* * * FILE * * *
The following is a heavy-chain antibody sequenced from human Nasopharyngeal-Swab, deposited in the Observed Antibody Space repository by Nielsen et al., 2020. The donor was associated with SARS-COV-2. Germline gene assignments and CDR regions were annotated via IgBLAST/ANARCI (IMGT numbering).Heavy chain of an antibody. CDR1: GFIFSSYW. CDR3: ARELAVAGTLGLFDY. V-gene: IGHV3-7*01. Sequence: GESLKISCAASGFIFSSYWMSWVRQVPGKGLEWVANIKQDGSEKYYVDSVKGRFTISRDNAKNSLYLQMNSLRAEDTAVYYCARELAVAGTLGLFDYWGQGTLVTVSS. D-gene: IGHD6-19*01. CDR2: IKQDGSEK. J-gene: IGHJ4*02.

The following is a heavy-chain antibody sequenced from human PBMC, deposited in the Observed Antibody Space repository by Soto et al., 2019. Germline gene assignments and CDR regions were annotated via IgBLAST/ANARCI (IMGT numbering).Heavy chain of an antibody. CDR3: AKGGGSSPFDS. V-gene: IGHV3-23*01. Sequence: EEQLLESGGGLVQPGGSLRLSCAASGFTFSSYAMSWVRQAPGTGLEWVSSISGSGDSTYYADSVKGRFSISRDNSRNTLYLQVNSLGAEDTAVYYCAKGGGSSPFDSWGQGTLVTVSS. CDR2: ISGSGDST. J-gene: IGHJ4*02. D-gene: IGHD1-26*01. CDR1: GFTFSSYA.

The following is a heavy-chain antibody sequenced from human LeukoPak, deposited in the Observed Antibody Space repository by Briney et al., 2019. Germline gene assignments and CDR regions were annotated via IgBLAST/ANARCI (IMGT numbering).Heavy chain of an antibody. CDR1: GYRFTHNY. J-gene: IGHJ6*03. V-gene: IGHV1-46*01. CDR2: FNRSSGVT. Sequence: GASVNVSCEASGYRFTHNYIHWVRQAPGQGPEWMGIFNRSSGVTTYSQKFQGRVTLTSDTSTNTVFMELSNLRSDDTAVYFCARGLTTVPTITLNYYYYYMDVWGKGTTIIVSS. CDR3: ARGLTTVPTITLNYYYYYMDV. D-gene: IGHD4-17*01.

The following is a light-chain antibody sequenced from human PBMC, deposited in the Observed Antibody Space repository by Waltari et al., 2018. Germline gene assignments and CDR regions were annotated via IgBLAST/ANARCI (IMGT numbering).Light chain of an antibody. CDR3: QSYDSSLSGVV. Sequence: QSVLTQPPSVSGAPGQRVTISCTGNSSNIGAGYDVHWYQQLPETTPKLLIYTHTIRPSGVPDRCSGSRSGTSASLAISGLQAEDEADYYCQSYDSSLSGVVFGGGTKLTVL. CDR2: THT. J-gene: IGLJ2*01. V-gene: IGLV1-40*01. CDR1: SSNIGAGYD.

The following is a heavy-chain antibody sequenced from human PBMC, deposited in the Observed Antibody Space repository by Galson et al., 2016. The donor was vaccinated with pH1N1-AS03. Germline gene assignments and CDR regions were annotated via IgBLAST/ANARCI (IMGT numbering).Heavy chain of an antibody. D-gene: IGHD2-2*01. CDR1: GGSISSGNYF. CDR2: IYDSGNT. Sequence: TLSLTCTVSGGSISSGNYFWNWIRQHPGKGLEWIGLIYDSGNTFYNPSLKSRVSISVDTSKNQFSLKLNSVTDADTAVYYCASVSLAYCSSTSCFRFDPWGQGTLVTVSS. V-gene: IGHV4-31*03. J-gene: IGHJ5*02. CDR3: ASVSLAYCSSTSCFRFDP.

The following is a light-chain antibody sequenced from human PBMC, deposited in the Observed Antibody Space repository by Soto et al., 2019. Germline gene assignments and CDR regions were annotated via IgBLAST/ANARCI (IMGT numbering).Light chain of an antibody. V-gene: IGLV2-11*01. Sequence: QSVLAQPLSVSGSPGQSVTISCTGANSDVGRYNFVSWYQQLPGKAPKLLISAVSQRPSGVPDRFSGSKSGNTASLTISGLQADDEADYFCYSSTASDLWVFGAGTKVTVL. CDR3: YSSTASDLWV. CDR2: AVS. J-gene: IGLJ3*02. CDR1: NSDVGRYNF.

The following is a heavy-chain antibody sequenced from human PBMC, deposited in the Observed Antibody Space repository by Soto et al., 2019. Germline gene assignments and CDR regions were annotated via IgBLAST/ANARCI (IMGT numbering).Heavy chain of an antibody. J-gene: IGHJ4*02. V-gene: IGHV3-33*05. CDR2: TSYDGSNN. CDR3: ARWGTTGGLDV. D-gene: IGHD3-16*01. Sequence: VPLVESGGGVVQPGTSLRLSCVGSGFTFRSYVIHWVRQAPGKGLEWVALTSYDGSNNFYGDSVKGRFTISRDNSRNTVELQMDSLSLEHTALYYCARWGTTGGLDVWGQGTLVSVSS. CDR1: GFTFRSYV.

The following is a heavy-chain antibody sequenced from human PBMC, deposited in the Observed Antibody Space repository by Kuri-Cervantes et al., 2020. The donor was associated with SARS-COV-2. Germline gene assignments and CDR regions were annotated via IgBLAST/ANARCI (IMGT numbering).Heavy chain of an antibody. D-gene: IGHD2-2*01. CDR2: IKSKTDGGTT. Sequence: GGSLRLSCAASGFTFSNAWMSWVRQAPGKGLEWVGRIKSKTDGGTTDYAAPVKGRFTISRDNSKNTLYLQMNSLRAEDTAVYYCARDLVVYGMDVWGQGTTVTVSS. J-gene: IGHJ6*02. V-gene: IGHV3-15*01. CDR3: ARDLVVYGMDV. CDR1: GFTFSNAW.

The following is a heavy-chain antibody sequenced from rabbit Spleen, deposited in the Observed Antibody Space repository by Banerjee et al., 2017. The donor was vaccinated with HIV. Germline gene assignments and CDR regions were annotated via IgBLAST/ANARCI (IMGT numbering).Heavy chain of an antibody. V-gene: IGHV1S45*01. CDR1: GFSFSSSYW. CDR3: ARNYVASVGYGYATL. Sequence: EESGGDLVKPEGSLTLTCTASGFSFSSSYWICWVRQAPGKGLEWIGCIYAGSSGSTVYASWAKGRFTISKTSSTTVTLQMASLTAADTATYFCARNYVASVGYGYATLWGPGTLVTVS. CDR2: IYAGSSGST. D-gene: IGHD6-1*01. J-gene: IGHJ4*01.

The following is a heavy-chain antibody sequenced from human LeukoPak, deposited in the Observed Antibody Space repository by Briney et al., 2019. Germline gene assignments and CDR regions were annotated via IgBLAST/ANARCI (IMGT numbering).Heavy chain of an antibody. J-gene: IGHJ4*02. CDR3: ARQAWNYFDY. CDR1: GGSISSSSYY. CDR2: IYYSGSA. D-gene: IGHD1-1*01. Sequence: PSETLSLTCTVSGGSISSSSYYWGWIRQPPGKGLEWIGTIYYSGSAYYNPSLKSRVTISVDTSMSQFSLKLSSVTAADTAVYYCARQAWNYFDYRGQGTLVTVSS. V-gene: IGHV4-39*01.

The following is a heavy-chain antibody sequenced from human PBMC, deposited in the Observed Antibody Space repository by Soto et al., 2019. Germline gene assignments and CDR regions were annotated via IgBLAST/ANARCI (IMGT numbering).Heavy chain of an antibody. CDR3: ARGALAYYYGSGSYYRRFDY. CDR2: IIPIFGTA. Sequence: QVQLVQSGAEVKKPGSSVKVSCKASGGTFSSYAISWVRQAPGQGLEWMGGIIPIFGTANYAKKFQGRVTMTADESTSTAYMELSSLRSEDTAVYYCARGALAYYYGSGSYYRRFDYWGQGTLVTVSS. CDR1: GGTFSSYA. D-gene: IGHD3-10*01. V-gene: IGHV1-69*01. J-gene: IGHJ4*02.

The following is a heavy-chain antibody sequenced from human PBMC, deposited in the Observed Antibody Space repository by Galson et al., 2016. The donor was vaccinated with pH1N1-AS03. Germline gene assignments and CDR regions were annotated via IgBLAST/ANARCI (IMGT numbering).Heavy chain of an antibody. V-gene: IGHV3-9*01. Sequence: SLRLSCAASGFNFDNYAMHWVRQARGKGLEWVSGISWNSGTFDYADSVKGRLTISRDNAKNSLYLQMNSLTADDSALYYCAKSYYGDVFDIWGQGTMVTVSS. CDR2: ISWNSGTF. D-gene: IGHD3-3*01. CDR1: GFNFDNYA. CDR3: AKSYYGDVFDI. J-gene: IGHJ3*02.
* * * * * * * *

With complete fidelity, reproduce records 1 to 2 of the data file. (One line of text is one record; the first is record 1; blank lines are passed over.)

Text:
The following is a heavy-chain antibody sequenced from human Nasopharyngeal-Swab, deposited in the Observed Antibody Space repository by Nielsen et al., 2020. The donor was associated with SARS-COV-2. Germline gene assignments and CDR regions were annotated via IgBLAST/ANARCI (IMGT numbering).Heavy chain of an antibody. CDR1: GFIFSSYW. CDR3: ARELAVAGTLGLFDY. V-gene: IGHV3-7*01. Sequence: GESLKISCAASGFIFSSYWMSWVRQVPGKGLEWVANIKQDGSEKYYVDSVKGRFTISRDNAKNSLYLQMNSLRAEDTAVYYCARELAVAGTLGLFDYWGQGTLVTVSS. D-gene: IGHD6-19*01. CDR2: IKQDGSEK. J-gene: IGHJ4*02.

The following is a heavy-chain antibody sequenced from human PBMC, deposited in the Observed Antibody Space repository by Soto et al., 2019. Germline gene assignments and CDR regions were annotated via IgBLAST/ANARCI (IMGT numbering).Heavy chain of an antibody. CDR3: AKGGGSSPFDS. V-gene: IGHV3-23*01. Sequence: EEQLLESGGGLVQPGGSLRLSCAASGFTFSSYAMSWVRQAPGTGLEWVSSISGSGDSTYYADSVKGRFSISRDNSRNTLYLQVNSLGAEDTAVYYCAKGGGSSPFDSWGQGTLVTVSS. CDR2: ISGSGDST. J-gene: IGHJ4*02. D-gene: IGHD1-26*01. CDR1: GFTFSSYA.